Michael Baggarly

Associate Professor

Michael Baggarly
Room 216, Andrew L. Todd Hall (TODD)
MTSU Box 25, Murfreesboro, TN 37132

Degree Information

  • MFA, University of Iowa (2002)
  • MA, University of Iowa (2001)
  • BFA, Western Kentucky University (1999)


Michael Baggarly, an Associate Professor of Art and Design, teaches Three-Dimensional Design, Sculpture I, II, III, IV, V, and Advanced Art Problems.


Michael Baggarly Website

Artist Statement...

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Michael Baggarly, an Associate Professor of Art and Design, teaches Three-Dimensional Design, Sculpture I, II, III, IV, V, and Advanced Art Problems.


Michael Baggarly Website

Artist Statement

I grew up observing my Grandfather. He made his living as a miner before being forced to retire due to the industry's considerable effect on his health. Afterward, his time was consumed at home, unable to do many of the things he had spent his life working at. In a chair in his front yard, he would sit for hours watching the world pass. During this time, he would often take a stick that had fallen from the large tree he sat beneath and use his pocketknife to carve it away slowly. He never made anything beyond the mass of shavings that covered the ground at his feet, but the true importance of this act was not what was produced but rather the process of making. Decades of disciplined hard work and labor had instilled a sense of repetition, routine, and redundant actions. I believe he found a sense of being within whittling activity, a quiet, almost spiritual process that echoed years of labor, daily struggle, and identity.

Teaching Philosophy

As an educator and artist, I am engaged in an active conversation about the possibilities offered within contemporary art. My view is nurtured through the framework for inclusive interactions from diverse experiences and areas. Artistically I am drawn to the details of concepts, actions, or forms drawn from the everyday. Pedagogically this sense for detail manifests itself within the determination to educate students that varied and complex aspects of living empower our work as artists and provides a richer experience as human beings. Art is not an exclusive practice but an inclusive one. 

Teaching, like creating art, requires communicating complex ideas simply and clearly. It also establishes the responsibility of providing students with the tools necessary to move concepts forward within their chosen studies. Critical thinking, passion for knowledge, and the ability to evolve from concept to form are areas I stress in interactions with students. I motivate students to acquire the absolute power of problem-solving. Honing students' ability to formulate ideas and think critically allows an almost infinite avenue in which to explore the world. To do this, I focus on balancing art's mental and physical nature. Homework assignments, carefully chosen and designed, help to impart implicit knowledge and skills needed to grasp the fundamentals of the conceptual nature of sculpture. Physical hands-on experiences allow the opportunity to demonstrate how concepts and techniques formulate and evolve during the actual process of working.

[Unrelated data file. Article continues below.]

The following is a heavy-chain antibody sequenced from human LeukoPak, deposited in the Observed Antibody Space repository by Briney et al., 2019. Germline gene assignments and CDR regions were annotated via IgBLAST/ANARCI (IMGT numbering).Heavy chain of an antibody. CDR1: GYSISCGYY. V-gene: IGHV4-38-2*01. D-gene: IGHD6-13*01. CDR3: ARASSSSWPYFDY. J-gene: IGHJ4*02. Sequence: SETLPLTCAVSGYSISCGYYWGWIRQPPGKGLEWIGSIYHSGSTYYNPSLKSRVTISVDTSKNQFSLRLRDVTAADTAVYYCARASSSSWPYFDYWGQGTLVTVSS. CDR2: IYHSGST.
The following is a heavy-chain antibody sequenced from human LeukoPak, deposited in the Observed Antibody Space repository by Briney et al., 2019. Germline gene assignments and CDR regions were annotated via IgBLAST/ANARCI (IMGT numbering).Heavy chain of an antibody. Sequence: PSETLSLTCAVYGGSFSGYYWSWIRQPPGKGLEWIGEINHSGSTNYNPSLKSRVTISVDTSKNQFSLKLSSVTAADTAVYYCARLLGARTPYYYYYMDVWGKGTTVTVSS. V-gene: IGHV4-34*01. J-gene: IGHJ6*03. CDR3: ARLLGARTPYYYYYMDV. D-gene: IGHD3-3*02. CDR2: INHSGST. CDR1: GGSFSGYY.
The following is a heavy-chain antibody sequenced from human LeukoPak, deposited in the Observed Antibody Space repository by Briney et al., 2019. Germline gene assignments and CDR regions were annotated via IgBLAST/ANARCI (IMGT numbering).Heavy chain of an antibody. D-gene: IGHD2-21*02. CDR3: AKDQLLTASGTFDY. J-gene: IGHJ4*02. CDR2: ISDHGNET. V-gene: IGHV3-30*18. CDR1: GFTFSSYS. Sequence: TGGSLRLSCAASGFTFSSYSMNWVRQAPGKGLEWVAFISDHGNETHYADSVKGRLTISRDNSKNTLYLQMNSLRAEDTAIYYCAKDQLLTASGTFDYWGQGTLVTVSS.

I work on challenging and being challenged by students. Creating and thinking critically about art is not a spectator sport. Students cannot be passive recipients of knowledge. Within the nature of liberal arts-based programs, I teach students that to learn, one must be willing to do more than take notes and memorize information. Art students must continually challenge themselves to what art is and how it functions. Doing so means changing the mindset of passive assimilation that many students have developed. I do this by providing students the means to integrate personal experiences and practices within each studio assignment. I see active results from those who claim ownership of assigned projects. This claim engages a sense of responsibility that move beyond what is "assigned." Students are apt to push themselves beyond traditional limitations. They arrive at the end of the experience with a more acute sense of awareness as to who they are as an artist and as an individual. This commitment is developed by allowing students' unique backgrounds to surface, whether from a music major exploring ways to incorporate sound within a cast bronze form, a biology student merging empirical science within an installation, or an art student studying possibilities of combining printmaking and sculpture into a cohesive structure. It is a realization that we are more than the sum of our parts. 

I continually stress that sculpture is more than stone or metal. Sculpture is an interdisciplinary program encompassing various materials, philosophies, and disciplines. In creating an effective learning environment, I create situations that push students beyond their expectations and limitations in the belief that, when given the opportunity, they are capable of outstanding personal achievement and artistic growth. 

This observation, perhaps more than any other, shaped my relationship with the world. It establishes my sense of routine and focuses on cumulative acts. This need drives my work and manifests within the redundancy of hammer strikes, incised lines, or labor-intensive constructions. The pursuits of these actions provide me a sense of center that often remains elusive within the static of the everyday. These works are born in opposition to this environmental noise. I hope they meet the viewer in a manner that creates moments of quiet observation that provide a revelation toward each person's sense of being.

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Creative Activity

See Baggarly's Work: Michael Baggarly Website